The Murang’a County Commissioner (CC), Mohammed Barre has said that the Digital Literacy Program (DLP) introduced two years ago in primary schools must work.
The administrator said that the government had invested heavily on the program but teachers have been reluctant to make it work.
In Murang’a County, all the public schools have been supplied with digital learning devices which include tablets for class one pupils, a laptop for use by the teacher, a projector and remote internet connection devices.
Many schools have, however, not been using the devices and so they have been gathering dust in the safes they are locked in.
In a County Development Implementation and Coordination Committee (CDICC) meeting which he chairs, the CC said that school managers and teachers have no choice but to make the programme work.
“The government has invested heavily in the programme and anyone who sabotages it will not be entertained. The tax payers must get value for their money.” He said.
The CC said that the excuses given by teachers for not carrying out the programme were lame and will not be entertained.
During a visit to primary schools to evaluate the programme implementation, the committee found that teachers and students were not conversant with the devices and had to depend on ICT officers to operate them, an indication that they haven’t been using them.
The county commissioner said that close attention will be given to every school starting this term to ensure that the programme is running as expected.
In one of the schools visited, class three pupils who were the pioneer DLP class could not operate the devices despite having them in their schools for over two years as well as their teachers.
The committee recommended that the Ministry of ICT and the Ministry of Education who are the major implementing agencies pay close attention to the programme through a tight monitoring system.
Some of the recommendations made are that all school heads be trained on the programme so that they own it up and become champions of the same in their schools. It would also ensure continuity of the programme in cases where the teachers who were trained on the programme got transfers.
Currently, only about two teachers are trained on the programme per school and so if they were transferred to other schools, their former schools may have no one to champion the programme while one school may end up having more DLP trained teachers than others.
Incorporating the programme in teacher’s training curriculum as well as making it examinable in schools was also recommended.
The Sub county education officers would now be required to carry out continuous assessment of the programme and give a report to the CDICC for evaluation purposes.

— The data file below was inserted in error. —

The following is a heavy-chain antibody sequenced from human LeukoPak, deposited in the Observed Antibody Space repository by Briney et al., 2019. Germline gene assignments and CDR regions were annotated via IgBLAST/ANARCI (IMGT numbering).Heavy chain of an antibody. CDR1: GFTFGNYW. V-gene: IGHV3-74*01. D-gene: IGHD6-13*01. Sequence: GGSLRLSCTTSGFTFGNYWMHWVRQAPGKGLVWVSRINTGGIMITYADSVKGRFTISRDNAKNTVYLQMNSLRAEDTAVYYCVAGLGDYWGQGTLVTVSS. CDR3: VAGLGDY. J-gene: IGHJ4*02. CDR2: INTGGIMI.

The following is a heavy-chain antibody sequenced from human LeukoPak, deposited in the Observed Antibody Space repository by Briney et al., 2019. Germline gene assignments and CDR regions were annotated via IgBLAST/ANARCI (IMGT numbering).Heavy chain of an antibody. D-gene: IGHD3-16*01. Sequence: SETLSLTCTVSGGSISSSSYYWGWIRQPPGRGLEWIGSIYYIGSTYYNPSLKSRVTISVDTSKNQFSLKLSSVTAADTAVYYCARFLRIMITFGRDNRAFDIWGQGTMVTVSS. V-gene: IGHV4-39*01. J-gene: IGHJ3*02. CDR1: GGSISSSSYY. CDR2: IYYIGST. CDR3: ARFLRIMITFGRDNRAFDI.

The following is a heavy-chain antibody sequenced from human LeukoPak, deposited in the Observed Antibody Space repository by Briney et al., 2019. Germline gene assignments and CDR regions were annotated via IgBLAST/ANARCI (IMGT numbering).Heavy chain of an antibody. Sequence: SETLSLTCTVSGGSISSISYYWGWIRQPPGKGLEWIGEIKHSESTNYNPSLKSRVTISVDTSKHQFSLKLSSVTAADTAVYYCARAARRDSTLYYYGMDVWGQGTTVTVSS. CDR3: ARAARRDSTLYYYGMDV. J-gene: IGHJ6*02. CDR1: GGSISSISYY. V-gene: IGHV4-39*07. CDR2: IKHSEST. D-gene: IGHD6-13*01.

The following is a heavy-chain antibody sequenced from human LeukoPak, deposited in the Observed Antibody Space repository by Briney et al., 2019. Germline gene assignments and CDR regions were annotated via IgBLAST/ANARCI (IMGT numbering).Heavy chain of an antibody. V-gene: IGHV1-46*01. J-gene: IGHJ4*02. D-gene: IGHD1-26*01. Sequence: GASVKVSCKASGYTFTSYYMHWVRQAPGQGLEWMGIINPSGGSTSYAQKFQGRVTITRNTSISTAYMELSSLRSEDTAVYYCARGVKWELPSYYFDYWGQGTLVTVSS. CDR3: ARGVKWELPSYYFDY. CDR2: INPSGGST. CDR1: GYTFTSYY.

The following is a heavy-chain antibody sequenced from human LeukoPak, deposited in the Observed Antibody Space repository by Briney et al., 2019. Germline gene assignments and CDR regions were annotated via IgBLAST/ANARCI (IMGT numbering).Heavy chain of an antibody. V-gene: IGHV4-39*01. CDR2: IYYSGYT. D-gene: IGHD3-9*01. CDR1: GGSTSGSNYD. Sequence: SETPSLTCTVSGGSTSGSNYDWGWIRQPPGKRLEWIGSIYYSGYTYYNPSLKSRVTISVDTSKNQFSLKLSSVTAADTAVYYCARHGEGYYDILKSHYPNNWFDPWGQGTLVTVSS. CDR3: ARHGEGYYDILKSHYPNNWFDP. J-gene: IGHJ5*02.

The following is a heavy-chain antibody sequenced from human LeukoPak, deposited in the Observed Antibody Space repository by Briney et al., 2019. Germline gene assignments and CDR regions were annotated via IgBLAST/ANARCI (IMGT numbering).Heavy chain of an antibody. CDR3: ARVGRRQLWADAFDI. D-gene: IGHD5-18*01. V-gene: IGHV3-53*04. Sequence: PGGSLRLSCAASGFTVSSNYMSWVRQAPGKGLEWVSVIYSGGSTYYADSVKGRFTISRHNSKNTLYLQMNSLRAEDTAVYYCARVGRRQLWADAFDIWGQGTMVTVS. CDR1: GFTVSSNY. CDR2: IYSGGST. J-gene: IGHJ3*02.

While some schools were reported to have had no electricity power supply due to nonpayment of bills, the CC said that such laxity would not be allowed since the monthly bills were affordable but some school heads have had cumulative bills which lead to power cuts.
Currently various schools within the county owe Kenya Power Sh. 3.2 million as unpaid bills some of them running over years. This is despite some schools having had only monthly bills of less than Sh.200 per month.
He said that the committee would be carrying out impromptu checks on schools and action will be taken against those found to have neglected the programme.
The DLP is one of the pledges that the Jubilee government made before being elected into government way back in 2013. It was rolled in all public primary schools in January 2017 after piloting in selected schools in 2016.
Apart from enhancing delivery of quality education, the programme is expected to have a ripple effect on the economy. For example, it has increased access to power connectivity and security in far-flung areas opening up business opportunities that utilize electricity.
In Murang’a County all schools are connected to the grid apart from one that has solar connection.
Besides distributing DLP devices, the government also posted ICT officers in the counties to offer technical support to schools for smooth implementation of the programme.
However, the programme lost momentum soon after the launch due to various bottlenecks. Some teachers interviewed by KNA said that the devices were not equipped with the current syllabus content.
Others could simply say they were still not able to operate the devices despite having been trained and asked to escalate the challenges encountered. In short, any impromptu visit to a school will reveal that digital learning is seldom running in public schools.
Barre has called for concerted efforts by all stakeholders to have the programme work as envisaged.
By Judith Thuo